This instrumentalization of history is hardly cause for a smile, and yet I would point out that in Darwin’s time, his contemporaries rejected with horror the idea of ‘descending’ from the monkey (we didn’t speak of ‘cousins’ at the time). Today, many Europeans would like to avoid descending from their own ancestors and make up their own ideal history. Or, failing that, to atone and repent on behalf of their ancestors. All this is absurd and reflects a nation that is not happy in its own skin, obsessed with settling scores with itself. History is what it is, we must know it, assume it, pursue it by surpassing it, by keeping ourselves from the expiatory posture as well as from self-incense. An antidote to the catechism of the duty to remember: History. Do not conceal anything about it. Teach everything. Transmit everything. Drawing lessons from it for the future, constantly updating it.
In the face of false prophecies: The evangelicals ask forgiveness from the Ivorians…
Published Tuesday, June 14, 2011 | Inter CECI wants to be involved in national reconciliation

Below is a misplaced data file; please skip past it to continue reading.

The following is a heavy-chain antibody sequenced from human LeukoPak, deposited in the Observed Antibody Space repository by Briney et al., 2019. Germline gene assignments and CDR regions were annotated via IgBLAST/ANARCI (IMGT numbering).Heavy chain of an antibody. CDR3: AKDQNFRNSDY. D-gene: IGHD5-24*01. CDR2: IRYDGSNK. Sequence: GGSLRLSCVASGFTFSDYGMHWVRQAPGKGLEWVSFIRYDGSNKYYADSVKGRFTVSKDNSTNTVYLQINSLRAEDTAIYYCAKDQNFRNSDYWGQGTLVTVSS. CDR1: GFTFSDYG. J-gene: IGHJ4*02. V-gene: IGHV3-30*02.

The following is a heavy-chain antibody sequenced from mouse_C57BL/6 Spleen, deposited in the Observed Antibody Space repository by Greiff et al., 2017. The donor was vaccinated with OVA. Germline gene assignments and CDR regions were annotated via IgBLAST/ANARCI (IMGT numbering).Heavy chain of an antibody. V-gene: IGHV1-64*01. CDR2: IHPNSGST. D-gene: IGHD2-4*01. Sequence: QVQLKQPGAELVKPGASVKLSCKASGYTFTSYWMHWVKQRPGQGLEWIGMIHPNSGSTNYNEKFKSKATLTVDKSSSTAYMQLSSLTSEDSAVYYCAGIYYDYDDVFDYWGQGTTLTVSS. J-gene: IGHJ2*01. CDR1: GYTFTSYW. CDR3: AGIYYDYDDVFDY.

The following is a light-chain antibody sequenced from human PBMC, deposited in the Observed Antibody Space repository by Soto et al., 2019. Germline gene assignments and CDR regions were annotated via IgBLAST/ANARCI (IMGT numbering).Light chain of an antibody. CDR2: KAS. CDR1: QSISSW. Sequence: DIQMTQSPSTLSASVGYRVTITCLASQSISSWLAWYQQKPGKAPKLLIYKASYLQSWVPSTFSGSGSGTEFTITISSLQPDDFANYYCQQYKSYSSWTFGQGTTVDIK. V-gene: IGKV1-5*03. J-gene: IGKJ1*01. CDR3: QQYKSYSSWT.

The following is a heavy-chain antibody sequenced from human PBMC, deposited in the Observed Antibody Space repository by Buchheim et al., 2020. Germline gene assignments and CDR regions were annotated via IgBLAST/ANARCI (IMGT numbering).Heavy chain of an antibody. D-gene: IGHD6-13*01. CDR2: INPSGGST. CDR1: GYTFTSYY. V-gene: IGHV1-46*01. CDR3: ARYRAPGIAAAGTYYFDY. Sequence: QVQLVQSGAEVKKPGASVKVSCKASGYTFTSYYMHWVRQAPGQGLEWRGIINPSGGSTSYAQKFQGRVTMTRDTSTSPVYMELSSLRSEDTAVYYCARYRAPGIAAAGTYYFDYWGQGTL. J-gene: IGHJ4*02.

As Côte d’Ivoire begins to turn the corner of national reconciliation, Apostle Janvier Kouko Bouabré, national president of the executive board of the Evangelical Council of Côte d’Ivoire (CECI), wants to make history. On Monday, June 13, during a press conference at the headquarters of the said federation in La Riviéra, the man of God who has just returned from a trip to the United States recognized the responsibility of evangelical Christians in the Ivorian crisis by accepting false prophecies without any biblical foundation, before asking forgiveness from the nation. “If Christians had told the truth when it had to be told, where it had to be told, to whom it had to be told, we would not be where we are today. There are three political forces in Ivory Coast, when two come together, automatically the third is put in a minority. We don’t need prophecy for that.” The president of the Evangelical Council of Ivory Coast, the apostle Janvier Bouabré, blamed the church for the failure. And this, at all levels: shepherds, pastors, priests … ” We are guilty of murder, killing and other abuses. Humbly before God, I kneel in the name of the whole body of Christ to ask forgiveness from the Ivorians. We betrayed to satisfy personal needs; had it not been for the hand of God, the Ivory Coast would have fallen into chaos,” he regretted. Continuing, President Bouabré called on all evangelical Christians in Côte d’Ivoire to put themselves at the disposal of the new Ivorian authorities who, by his own admission, are the choice of God. This conviction, he said he drew from the Scriptures through Romans 13, verses 1-2. “Let every person be subject to the higher authorities, for there is no authority that does not come from God. And the authorities that exist were instituted of God. Therefore, he who opposes the authority resists the order that God has established, and those who resist will bring condemnation on themselves.” he called back. To remain in this dynamic, the speaker said that his federation plans to meet the Head of State, HEM Alassane Ouattara, in the coming days to bring him a strong message. But in the meantime, the evangelical church wants to play its full role in the process of national reconciliation. Given that in II Corinthians 5, verses 18-19, according to the apostle Janvier Bouabré, the Bible clearly indicates that Christians have received the ministry of reconciliation. “It is we who preach in mosques, temples, churches …” he is convinced. But to write the new pages of the Ivory Coast reconciled with the Ivorian evangelicals, the man of God pleads for a church now free of all defilement, greed, all occult practices to go to a church of holiness and sanctification. “The authorities should help us to put order in the churches. From now on, no one will be able to speak on our behalf in the media. Churches must be regulated and black sheep must be removed from our ranks,” he said. The Evangelical Council of Côte d’Ivoire claims more than 4,000 churches in Côte d’Ivoire and is represented in France, Switzerland, the USA, South Africa, Italy, Togo, Burkina Faso and other countries.